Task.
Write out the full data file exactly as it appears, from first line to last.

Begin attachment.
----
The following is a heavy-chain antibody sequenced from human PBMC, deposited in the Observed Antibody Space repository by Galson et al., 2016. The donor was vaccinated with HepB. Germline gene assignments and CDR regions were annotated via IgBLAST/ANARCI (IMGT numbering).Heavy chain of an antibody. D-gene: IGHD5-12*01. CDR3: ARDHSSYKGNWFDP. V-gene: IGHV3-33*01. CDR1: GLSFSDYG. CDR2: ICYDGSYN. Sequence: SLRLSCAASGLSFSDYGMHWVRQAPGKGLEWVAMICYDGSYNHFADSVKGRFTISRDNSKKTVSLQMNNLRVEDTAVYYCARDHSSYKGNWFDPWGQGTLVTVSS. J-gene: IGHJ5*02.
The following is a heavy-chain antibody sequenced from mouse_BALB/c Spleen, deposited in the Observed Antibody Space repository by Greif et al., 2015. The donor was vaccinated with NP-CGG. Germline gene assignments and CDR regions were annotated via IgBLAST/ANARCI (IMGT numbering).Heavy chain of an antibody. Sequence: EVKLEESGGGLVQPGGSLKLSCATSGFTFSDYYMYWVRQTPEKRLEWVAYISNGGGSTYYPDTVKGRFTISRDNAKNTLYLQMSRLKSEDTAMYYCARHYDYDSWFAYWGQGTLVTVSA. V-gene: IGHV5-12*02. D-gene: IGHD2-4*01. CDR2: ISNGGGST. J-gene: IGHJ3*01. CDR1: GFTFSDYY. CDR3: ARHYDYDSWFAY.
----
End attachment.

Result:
The following is a heavy-chain antibody sequenced from human PBMC, deposited in the Observed Antibody Space repository by Galson et al., 2016. The donor was vaccinated with HepB. Germline gene assignments and CDR regions were annotated via IgBLAST/ANARCI (IMGT numbering).Heavy chain of an antibody. D-gene: IGHD5-12*01. CDR3: ARDHSSYKGNWFDP. V-gene: IGHV3-33*01. CDR1: GLSFSDYG. CDR2: ICYDGSYN. Sequence: SLRLSCAASGLSFSDYGMHWVRQAPGKGLEWVAMICYDGSYNHFADSVKGRFTISRDNSKKTVSLQMNNLRVEDTAVYYCARDHSSYKGNWFDPWGQGTLVTVSS. J-gene: IGHJ5*02.
The following is a heavy-chain antibody sequenced from mouse_BALB/c Spleen, deposited in the Observed Antibody Space repository by Greif et al., 2015. The donor was vaccinated with NP-CGG. Germline gene assignments and CDR regions were annotated via IgBLAST/ANARCI (IMGT numbering).Heavy chain of an antibody. Sequence: EVKLEESGGGLVQPGGSLKLSCATSGFTFSDYYMYWVRQTPEKRLEWVAYISNGGGSTYYPDTVKGRFTISRDNAKNTLYLQMSRLKSEDTAMYYCARHYDYDSWFAYWGQGTLVTVSA. V-gene: IGHV5-12*02. D-gene: IGHD2-4*01. CDR2: ISNGGGST. J-gene: IGHJ3*01. CDR1: GFTFSDYY. CDR3: ARHYDYDSWFAY.